Silly makeup; serious work

A parade of people wearing multicolored wigs, makeup, and red noses might not seem like it has a serious purpose, but for Lydia Meece this past summer, it certainly did.

Lydia Meece in clown makeup during her internship in Peru. Credit: Will Schneider
Lydia Meece in clown makeup during her internship in Peru.
Credit: Will Schneider

Meece, a senior at Cornell College, took part in an internship in Peru and participated in the annual Festival de Belen, an event sponsored by Doctores Bola Roja and the Gesundheit Institute, two organizations dedicated to clowning and public health. The annual festival brought more than 100 clowns to the Belen section of Iquitos, Peru to help entertain residents while also teaching them about hygiene and public health and offering medical services.

Meece, a biology major, is involved with Dimensions: The Center for the Science and Culture of Healthcare, which is where she heard about the opportunity. Dimensions prepares students for careers in a variety of health professions with research opportunities, internships at leading institutions, workshops and seminars, assistance with MCAT and graduate school preparation, and more. In addition to that, Meece is also deeply involved with the college’s theatre department. Clowning and health seemed like the perfect fit.

Her time in Peru showed her that performance with a purpose can have an impact. There was no medical training required to participate, and most of those clowning didn’t actually treat patients, but they did connect with them, listen to them, and respect them.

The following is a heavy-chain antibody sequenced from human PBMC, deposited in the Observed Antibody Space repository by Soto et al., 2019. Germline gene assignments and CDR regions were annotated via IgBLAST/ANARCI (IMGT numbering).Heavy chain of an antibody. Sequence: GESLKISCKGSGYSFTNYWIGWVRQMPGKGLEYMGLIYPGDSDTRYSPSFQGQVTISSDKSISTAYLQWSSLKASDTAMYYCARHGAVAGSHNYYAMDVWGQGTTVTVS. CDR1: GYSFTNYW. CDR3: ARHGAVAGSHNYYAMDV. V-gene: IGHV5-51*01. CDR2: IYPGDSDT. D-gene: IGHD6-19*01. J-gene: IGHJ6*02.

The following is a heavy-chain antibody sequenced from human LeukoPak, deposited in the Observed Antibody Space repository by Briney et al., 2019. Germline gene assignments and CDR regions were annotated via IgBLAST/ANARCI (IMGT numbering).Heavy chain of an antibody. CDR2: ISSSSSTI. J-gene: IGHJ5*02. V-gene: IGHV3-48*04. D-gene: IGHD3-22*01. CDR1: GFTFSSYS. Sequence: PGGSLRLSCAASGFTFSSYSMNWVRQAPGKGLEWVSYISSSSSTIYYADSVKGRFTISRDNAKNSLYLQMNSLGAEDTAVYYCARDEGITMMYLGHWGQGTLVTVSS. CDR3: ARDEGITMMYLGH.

The performers addressed things like nutrition, hygiene, and public health risk factors, Meece said, and gave those watching information that they could act on later. Some health professionals were on hand to run clinics, as well.

Meece plans to apply to medical school, and wants to become a doctor of osteopathy. She said she thinks that’s the best fit for her goal of going into family practice, as that path advocates for more connection between physician and patient.

She doesn’t know if clowning will play any role in her future career, but she’s still glad for what she got to do in Peru.

“It opened the door to an experience that I’m really glad to have had,” she said.

Going to school at Cornell College has given Meece a chance to explore what she’s passionate about, and to find a way to join multiple passions in one project.Going to Festival de Belen and performing as a clown in service of public health might not be the most traditional path to prepare for medical school, but she feels prepared.

“I’m not fighting it,” she said. “I’m jumping in.”